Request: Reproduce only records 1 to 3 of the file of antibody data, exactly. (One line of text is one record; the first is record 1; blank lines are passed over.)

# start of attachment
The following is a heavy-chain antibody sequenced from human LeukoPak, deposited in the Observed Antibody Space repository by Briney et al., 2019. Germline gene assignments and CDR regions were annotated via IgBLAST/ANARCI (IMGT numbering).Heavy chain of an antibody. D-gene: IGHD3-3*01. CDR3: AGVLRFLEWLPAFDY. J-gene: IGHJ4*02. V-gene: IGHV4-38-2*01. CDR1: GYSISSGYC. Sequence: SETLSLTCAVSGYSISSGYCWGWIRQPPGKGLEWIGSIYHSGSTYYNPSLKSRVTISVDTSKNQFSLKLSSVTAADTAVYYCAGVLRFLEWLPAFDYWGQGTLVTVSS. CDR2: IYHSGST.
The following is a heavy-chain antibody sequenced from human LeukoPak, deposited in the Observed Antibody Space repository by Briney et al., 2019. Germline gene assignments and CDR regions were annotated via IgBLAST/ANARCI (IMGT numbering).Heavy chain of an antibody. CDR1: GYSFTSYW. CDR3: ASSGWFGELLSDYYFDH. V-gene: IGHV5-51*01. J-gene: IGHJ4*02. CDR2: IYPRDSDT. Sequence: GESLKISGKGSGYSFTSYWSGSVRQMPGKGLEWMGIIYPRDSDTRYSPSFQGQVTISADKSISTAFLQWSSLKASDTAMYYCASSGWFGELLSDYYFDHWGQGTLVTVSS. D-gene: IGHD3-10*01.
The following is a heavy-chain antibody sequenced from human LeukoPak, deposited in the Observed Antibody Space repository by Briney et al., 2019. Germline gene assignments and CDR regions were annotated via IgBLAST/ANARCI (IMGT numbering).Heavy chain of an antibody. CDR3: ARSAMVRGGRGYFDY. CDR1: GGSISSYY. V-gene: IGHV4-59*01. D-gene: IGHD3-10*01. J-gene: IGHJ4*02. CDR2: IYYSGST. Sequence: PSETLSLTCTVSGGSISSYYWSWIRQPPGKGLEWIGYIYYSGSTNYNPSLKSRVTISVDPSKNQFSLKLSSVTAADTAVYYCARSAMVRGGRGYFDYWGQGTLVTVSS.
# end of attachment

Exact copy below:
The following is a heavy-chain antibody sequenced from human LeukoPak, deposited in the Observed Antibody Space repository by Briney et al., 2019. Germline gene assignments and CDR regions were annotated via IgBLAST/ANARCI (IMGT numbering).Heavy chain of an antibody. D-gene: IGHD3-3*01. CDR3: AGVLRFLEWLPAFDY. J-gene: IGHJ4*02. V-gene: IGHV4-38-2*01. CDR1: GYSISSGYC. Sequence: SETLSLTCAVSGYSISSGYCWGWIRQPPGKGLEWIGSIYHSGSTYYNPSLKSRVTISVDTSKNQFSLKLSSVTAADTAVYYCAGVLRFLEWLPAFDYWGQGTLVTVSS. CDR2: IYHSGST.
The following is a heavy-chain antibody sequenced from human LeukoPak, deposited in the Observed Antibody Space repository by Briney et al., 2019. Germline gene assignments and CDR regions were annotated via IgBLAST/ANARCI (IMGT numbering).Heavy chain of an antibody. CDR1: GYSFTSYW. CDR3: ASSGWFGELLSDYYFDH. V-gene: IGHV5-51*01. J-gene: IGHJ4*02. CDR2: IYPRDSDT. Sequence: GESLKISGKGSGYSFTSYWSGSVRQMPGKGLEWMGIIYPRDSDTRYSPSFQGQVTISADKSISTAFLQWSSLKASDTAMYYCASSGWFGELLSDYYFDHWGQGTLVTVSS. D-gene: IGHD3-10*01.
The following is a heavy-chain antibody sequenced from human LeukoPak, deposited in the Observed Antibody Space repository by Briney et al., 2019. Germline gene assignments and CDR regions were annotated via IgBLAST/ANARCI (IMGT numbering).Heavy chain of an antibody. CDR3: ARSAMVRGGRGYFDY. CDR1: GGSISSYY. V-gene: IGHV4-59*01. D-gene: IGHD3-10*01. J-gene: IGHJ4*02. CDR2: IYYSGST. Sequence: PSETLSLTCTVSGGSISSYYWSWIRQPPGKGLEWIGYIYYSGSTNYNPSLKSRVTISVDPSKNQFSLKLSSVTAADTAVYYCARSAMVRGGRGYFDYWGQGTLVTVSS.